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Introversion and Extroversion: What Are The Differences?

introversion and extroversion

Introvert: a shy, reticent person

Extrovert: an outgoing, socially confident person

How INTROVERT and EXTROVERT terms can encompass the variety of human personalities?

In human personality theories, introversion and extroversion, and the traits associated with introvert and extrovert, are central points around which psychological and social understanding are developed.

Popularised by Carl Jung, his explanations of both introversion and extroversion differ to the simpler, mainstream understanding we have today. Jung’s definitions were:

  • Introversion: “an attitude-type characterised by orientation in life through subjective psychic contents”
  • Extroversion: “an attitude-type characterised by concentration of interest on the external object”.

Rather than being one of the other, Jung argued that everybody had introverted and extroverted sides, with one more dominant.

The study of introversion and extroversion exists in multiple branches of psychology. As a study, it can be explored and analysed from various angles, including biology (nature vs nurture) and numerous other factors.

What are introverts like?

Often regarded as shy, reflective and solitary people, a popular psychological view is that introverts expand their energy through reflection. During social interactions, their energy levels decrease. Jung shared a similar view, but with a focus on mental, rather than physical energy. Introverts also exhibit a preference for quieter environments, finding larger social gatherings overly stimulating. Susan Cain, author of Quiet: The Power of Introverts in a World That Can’t Stop Talking, defines introverts as having “a preference for a quiet, more minimally stimulating environment.”

A misconception is that all introverted people are antisocial, but introversion, and extroversion, exists on a continuum. This means that you exhibit extreme, moderate, or in between behaviours. So some introverts will enjoy social stimulation more than others.

For the most part, introverts are commonly associated with:

  • Spending time alone – introverts get their energy internally, rather than externally.
  • As such, we are often drained by social interactions.
  • Introspective/Curious.
  • Smaller, close knit groups of friends.
  • Spending more time thinking and daydreaming.
  • Preferring writing to talking.

Introversion does not mean disliking people. As an introvert, there are a few people I like a lot and they’re all I need. Having too much stimulation from social interaction or environmental influences leaves me drained, tired and usually rather crabby. As an introvert, I am happier on my own, thinking and daydreaming quietly, but that doesn’t mean I don’t like to pop round to my grandmas for a cup of tea and a natter.

What are extroverts like?

In contrast, extroverts are defined as seeking gratification from external sources. Extroverts are energised by being around people, so re more likely to found in larger social gatherings, parties and activities. On their own, extroverts are more likely to be bored.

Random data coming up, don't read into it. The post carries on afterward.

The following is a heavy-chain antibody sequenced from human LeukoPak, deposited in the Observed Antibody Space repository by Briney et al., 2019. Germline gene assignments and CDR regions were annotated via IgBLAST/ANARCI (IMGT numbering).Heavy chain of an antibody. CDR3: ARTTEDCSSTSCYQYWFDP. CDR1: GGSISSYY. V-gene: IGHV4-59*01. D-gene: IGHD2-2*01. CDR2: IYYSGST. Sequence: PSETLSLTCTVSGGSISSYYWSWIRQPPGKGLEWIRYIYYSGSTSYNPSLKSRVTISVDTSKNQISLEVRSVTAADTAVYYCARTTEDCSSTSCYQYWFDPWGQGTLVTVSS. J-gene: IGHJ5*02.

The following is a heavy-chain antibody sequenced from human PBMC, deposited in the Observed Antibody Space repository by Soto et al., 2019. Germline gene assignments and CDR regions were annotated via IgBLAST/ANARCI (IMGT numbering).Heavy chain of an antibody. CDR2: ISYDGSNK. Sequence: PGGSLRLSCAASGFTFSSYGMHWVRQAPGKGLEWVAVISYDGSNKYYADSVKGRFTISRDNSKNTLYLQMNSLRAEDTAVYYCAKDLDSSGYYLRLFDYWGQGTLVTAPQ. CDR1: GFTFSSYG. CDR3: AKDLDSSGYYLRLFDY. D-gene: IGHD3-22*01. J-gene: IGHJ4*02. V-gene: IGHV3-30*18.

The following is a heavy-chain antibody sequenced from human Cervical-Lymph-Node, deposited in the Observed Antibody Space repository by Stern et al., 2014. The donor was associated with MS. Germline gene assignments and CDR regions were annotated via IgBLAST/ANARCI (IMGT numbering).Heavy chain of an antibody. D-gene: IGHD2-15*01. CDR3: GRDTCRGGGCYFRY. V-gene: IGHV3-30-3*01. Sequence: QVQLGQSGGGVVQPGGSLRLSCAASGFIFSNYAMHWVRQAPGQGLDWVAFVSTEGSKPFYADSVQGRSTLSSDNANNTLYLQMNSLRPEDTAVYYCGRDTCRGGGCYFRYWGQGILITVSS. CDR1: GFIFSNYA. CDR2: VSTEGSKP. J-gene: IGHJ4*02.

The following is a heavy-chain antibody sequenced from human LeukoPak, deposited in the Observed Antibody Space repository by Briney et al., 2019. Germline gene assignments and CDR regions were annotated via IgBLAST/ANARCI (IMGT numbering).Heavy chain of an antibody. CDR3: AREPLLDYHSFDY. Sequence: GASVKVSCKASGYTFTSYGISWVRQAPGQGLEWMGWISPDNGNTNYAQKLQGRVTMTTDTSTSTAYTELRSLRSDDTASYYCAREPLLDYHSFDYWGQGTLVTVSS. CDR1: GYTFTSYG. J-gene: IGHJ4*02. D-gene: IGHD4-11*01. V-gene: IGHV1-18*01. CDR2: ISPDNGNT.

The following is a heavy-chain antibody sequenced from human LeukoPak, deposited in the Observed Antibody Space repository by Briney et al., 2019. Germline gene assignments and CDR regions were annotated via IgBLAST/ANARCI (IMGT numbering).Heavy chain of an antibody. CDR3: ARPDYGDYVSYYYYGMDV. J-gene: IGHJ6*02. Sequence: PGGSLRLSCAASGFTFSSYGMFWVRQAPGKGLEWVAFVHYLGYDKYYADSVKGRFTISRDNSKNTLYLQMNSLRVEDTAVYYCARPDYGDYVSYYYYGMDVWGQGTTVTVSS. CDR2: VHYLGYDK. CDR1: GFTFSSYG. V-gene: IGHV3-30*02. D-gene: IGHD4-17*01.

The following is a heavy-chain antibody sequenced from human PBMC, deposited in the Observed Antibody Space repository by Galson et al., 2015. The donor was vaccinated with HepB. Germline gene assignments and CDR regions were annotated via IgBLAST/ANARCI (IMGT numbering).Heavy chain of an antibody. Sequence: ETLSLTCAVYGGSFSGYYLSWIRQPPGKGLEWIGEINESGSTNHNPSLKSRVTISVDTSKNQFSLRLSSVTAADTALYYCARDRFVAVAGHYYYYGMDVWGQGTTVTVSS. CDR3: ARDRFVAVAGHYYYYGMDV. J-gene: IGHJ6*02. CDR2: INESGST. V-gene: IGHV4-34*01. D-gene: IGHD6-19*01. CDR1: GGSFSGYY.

As such, extroverts are more likely to:

  • Have larger friend groups
  • Take more risks
  • Be more sociable
  • Prefers communication through talking
  • Seeks external ideas and inspiration

Generally speaking, extroverts have been categorized as being more friendly and approachable, seeking social interaction with other people and being renewed by it. Extroverts are more likely to talk about their thoughts and feelings and tend to verbalise their thoughts processes, using speech to explore and organise their thoughts.

Criticism

Broadly speaking, the theory of introversion and extroversion is best thought of as a spectrum, with people falling in various places along it. There is also regarded to be a lot of overlap between the way people behave and interact, and that most people display introverted and extroverted characteristics, but the one we define ourselves with is likely to be the one we display more.

A study by Lippa in 1978 found evidence for expressive behaviour that found that introverts consciously put more effort into presenting a more extroverted and ‘desirable’ version of themselves, showing that people regulate and modify their behaviours based off their environments.

So, it’s difficult to label a person as an introvert or an extrovert, but they are useful in self-acceptance and understanding others. In working situations and personal relationships, being aware of another person’s needs and behaviours are important to having a good bond.

For example, my mum is fully aware that I need to shut myself away to be alone and recharge, and I know that she like to think aloud to organise her ideas. Being aware and receptive to the way another person thinks, behaves and reacts to certain situations without being annoyed or insulted can be accomplished through simple personality theories. Introversion and extraversion is one theory on many, including Myers-Briggs, the Big Five Model and 16 personality factors.

So, which are you?

There are many ways to determine whether or not you are introverted or extroverted, and plenty of tests and quizzes out there to check. Some of our favourites are:

Organisational psychologist and TED speaker Adam Grant’s ten question test.

The Big Five Model, is considered one the most accurate and commonly used model.

Author Susan Cain has created The Quiet Revolution Personality Test 

Posted By  : The Hormona Team

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